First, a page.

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In a recent meeting with history teachers at the Herzen State Pedagogical University, Russian Education Minister Sergey Kravtsov made a startling claim, stating that Western intelligence agencies are actively engaged in an “information war” against Russia’s new general history textbook designed for high school students.
West of Waging “Information War”
Kravtsov asserted that those criticizing the textbook are fundamentally opposed to a “sovereign” Russian education system and resist the inclusion of “objective facts” from contemporary events. He argued that the detractors aim to regress Russia but assured that such efforts would be futile. While acknowledging that the textbook will undergo continuous improvements based on feedback from teachers, Kravtsov confidently stated that the core foundation of the textbook is already in place.
According to Kravtsov, the recent criticism against the history textbook actually signifies a victory for Russia in the ongoing information war. He pointed out that both society and teachers are actively supporting the textbook, countering external pressures and affirming the sovereignty of the Russian education system.
The Chapters Covering the Period from the 1970s to the 2000s
Starting from September 1, 2023, high school students in Russia began studying general and Russian history from the new textbooks. Notably, the chapters covering the period from the 1970s to the 2000s have undergone complete rewrites, and a new chapter has been added to cover events from 2014 to the present, including Russia’s “special military operation” in Ukraine.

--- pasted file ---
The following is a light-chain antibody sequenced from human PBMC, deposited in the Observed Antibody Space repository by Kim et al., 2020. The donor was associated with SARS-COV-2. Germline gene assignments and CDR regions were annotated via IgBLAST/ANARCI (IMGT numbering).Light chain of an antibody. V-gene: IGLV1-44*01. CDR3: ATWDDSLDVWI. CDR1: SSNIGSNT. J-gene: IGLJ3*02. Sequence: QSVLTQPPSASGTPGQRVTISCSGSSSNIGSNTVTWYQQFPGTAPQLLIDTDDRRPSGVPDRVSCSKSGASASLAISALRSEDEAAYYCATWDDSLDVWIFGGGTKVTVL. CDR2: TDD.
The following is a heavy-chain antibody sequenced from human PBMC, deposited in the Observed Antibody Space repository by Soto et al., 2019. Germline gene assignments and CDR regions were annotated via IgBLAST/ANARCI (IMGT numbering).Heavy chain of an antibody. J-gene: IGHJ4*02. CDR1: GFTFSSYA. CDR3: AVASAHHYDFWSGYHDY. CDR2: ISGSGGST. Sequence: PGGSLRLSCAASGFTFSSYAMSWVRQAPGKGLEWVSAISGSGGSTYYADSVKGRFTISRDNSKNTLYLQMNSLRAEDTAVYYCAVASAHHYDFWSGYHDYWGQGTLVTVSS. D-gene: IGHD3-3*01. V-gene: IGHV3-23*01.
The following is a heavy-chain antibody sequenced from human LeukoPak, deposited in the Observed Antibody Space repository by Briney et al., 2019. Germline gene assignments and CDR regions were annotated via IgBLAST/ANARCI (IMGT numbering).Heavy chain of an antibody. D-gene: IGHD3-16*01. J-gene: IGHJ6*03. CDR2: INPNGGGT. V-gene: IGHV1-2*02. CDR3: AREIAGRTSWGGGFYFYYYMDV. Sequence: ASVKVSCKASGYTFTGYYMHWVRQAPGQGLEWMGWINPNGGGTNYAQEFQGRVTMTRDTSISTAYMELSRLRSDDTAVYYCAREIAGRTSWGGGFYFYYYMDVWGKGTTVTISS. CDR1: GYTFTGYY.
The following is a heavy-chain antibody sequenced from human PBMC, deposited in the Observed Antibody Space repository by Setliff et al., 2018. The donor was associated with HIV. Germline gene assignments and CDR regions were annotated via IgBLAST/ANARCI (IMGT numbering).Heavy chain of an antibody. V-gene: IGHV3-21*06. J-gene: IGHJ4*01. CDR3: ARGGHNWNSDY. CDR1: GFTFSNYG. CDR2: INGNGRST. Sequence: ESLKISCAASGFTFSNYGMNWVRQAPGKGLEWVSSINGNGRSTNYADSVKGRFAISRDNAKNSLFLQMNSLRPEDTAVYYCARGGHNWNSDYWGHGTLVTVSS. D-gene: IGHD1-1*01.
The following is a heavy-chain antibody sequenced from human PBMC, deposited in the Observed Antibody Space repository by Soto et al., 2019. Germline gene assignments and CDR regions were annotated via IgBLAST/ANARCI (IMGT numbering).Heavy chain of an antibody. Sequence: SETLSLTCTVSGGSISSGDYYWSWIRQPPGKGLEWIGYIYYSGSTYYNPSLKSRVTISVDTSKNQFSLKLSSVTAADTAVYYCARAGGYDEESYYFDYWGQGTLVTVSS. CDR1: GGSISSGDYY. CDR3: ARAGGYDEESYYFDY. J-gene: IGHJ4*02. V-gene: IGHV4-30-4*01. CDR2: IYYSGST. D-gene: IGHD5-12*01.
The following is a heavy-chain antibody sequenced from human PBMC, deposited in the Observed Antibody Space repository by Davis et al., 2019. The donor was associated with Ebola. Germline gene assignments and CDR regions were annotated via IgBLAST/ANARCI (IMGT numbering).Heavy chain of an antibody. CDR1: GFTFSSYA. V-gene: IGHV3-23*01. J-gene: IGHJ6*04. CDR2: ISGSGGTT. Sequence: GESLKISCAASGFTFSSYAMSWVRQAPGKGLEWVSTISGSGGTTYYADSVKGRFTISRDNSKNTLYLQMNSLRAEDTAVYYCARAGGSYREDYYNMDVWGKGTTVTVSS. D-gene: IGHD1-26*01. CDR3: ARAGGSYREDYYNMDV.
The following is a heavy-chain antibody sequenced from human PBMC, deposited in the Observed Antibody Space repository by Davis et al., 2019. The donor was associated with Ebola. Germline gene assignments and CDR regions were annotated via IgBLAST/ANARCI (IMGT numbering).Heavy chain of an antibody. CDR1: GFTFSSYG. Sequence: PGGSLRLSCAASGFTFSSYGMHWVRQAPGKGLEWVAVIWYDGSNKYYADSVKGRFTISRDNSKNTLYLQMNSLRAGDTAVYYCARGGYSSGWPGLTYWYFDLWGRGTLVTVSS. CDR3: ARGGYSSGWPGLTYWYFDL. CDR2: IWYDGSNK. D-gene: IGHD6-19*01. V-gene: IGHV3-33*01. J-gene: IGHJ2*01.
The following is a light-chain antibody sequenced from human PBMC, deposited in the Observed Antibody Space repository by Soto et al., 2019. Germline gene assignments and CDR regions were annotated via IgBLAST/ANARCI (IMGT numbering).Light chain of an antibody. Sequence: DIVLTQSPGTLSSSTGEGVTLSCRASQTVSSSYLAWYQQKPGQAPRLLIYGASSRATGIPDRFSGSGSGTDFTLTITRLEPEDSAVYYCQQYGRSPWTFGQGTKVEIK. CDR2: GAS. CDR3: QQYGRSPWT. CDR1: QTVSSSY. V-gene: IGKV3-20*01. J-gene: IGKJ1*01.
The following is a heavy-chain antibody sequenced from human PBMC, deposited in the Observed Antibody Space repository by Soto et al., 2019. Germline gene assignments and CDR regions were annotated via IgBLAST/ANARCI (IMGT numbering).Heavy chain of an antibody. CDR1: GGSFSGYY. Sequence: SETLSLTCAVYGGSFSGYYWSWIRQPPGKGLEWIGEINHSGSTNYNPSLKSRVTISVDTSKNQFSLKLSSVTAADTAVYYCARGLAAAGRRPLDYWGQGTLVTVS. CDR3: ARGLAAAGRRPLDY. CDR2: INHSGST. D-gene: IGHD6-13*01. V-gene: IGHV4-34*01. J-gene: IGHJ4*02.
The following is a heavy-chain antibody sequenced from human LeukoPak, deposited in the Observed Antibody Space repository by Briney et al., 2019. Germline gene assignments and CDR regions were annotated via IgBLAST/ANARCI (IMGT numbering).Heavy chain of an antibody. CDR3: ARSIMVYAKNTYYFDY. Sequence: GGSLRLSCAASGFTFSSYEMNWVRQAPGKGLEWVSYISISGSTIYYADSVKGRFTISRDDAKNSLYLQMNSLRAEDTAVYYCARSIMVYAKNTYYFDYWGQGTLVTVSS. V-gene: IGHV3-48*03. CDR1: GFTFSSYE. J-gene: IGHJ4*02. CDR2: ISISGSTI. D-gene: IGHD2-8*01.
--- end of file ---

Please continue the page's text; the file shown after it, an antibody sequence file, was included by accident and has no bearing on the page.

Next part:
Despite the textbook’s ambitious scope, it faced criticism in late September, particularly from public figures and politicians in the North Caucasus region, including Chechnya. The controversy centered around a passage related to Stalin’s deportations of ethnic minorities. In response to the backlash, the Russian Education Ministry promptly rewrote this section. In November, Sergey Kravtsov took a proactive step by personally presenting the revised textbook to Ramzan Kadyrov, the Head of Chechnya.
Geopolitical Tensions Surrounding Educational Content
Kravtsov’s accusations of an “information war” underscore the broader geopolitical tensions surrounding educational content. In the context of Russia’s efforts to shape its national narrative, the inclusion of contemporary events, such as the military operation in Ukraine, highlights the complex interplay between history, politics, and education.
The minister’s reassurance that the textbook will evolve based on teacher feedback reflects a commitment to an education system that is responsive to the needs of educators and students. Despite the challenges, Kravtsov remains optimistic about the resilience of the Russian education system in the face of external scrutiny and opposition. The allegations of an “information war” serve as a stark reminder of the multifaceted nature of educational discourse and its connections to broader geopolitical dynamics.